Midweek Supper Group (MSG) – #4 Faheem Fast Food in Stanmore

Faheem Fast Food

You know when the food is good when I had to fend hands from dragging a plate of chicken away before I can take a shot. It was another Midweek Supper Group (MSG) meetup and we were in Faheem Fast Food in Stanmore on a Wednesday evening. Their sign outside of this humble looking establishment declared that they have the “Best Tandoori Chicken in Sydney” and this was proven to be true as we ate our way throughout the evening.

T. volunteered to organise this MSG to my delight. When I started MSG, I was never quite sure how it will evolve or whether I will have the stamina to continue finding and organising people to turn up to random places. Like most great things, it had managed to built a momentum of its own and although this was the first time that someone else organised the event, to my delight this would not be the last.

Faheem Fast Food

Now back to Faheem, this place specialises in dishes cooked in their tandoor. A tandoor being “a cylindrical clay oven used in cooking and baking. The tandoor is used for cooking in India, Turkey, Iran, Pakistan, Afghanistan, the Transcaucasus, the Balkans, the Middle East, Central Asia as well as Burma and Bangladesh.” Cooking in one gives the dish a lovely thorough smoky flavour that is difficult to repeat with other methods. T. ordered some chicken tandori and tandori fish tikka along with some nans. Both plated literally disappeared the moment they hit our table of ten. I was rather surprised at how moist the fish was considering the cooking method, expecting it to be somewhat dry as a result.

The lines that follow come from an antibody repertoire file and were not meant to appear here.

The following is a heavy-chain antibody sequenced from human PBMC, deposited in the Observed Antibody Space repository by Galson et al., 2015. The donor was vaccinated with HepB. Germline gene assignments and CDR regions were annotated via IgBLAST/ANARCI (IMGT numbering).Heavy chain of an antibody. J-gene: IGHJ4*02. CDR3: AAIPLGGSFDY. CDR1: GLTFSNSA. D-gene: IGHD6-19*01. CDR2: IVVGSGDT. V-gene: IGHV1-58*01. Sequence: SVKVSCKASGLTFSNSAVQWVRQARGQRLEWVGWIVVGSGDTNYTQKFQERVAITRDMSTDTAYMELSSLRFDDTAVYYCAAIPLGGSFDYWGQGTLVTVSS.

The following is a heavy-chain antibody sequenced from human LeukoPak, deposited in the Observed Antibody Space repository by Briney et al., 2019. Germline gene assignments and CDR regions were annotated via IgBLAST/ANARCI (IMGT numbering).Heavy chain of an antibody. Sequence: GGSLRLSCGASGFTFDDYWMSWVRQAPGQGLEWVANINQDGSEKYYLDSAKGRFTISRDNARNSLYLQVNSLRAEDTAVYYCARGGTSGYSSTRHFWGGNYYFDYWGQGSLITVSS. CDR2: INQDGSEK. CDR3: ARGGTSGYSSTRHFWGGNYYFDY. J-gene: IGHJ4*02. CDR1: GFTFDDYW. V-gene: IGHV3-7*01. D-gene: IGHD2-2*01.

Faheem Fast Food

Along with the meat dishes we ordered the aloo palak (a spinach and potato curry) as well as some dal palak (lentil and spinach curry). The presentation was simple, but the food was honest and there was a palpable silence throughout the meal. Somewhat unusual considering how noisy a group of appreciative foodies usually are.

Faheem Fast Food

Some of us grabbed some mango lassi for a quasi dessert drink, whilst others who still have space ordered a kulfi or the gulab jamun from a fridge at the back. We left satisfied, thanking T. for organising a perfect hump day meal and mildly bemused that for $15 per person we managed to eat a feast of a meal.

Faheem Fast Food

Faheem Fast Food
194-196 Enmore Road, Enmore, Sydney
Ph: (02) 9550 4850 or +61 (02) 9550 4803

Opening hours
7 days 11am – midnight dine-in and takeaway

Sydney’s Food Blogger Christmas Picnic

Sydney Food Blogger's Picnic

I somehow managed to earn the right to be a food blogger for some reason. How else, did I manage to score an invitation to Sydney’s biggest food blogger event last Sunday? Organised by the lovely Helen and Suze, it was the biggest gathering of foodies I have ever encountered. The group met in Hyde Park and as I scanned the park, all I had to do was keep my eye open for a mountain of food and 50+ cameras.

Sydney Food Blogger's Picnic

Or in this case, plenty of cameras being pointed to the mountain of food…

Sydney Food Blogger's Picnic

It was quite amazing to be surrounded by so many foodies and although I don’t know the majority of those present, the conversation came easily. Towards the end of the afternoon, we each selected a present from the mound of Kris Kringle gifts, with one particular gift being coveted more than normal. I managed to take a quick snap before it was claimed by another hand. All in all, a fun afternoon and thanks for organising such a great event ladies!

Sydney Food Blogger's Picnic

By the sea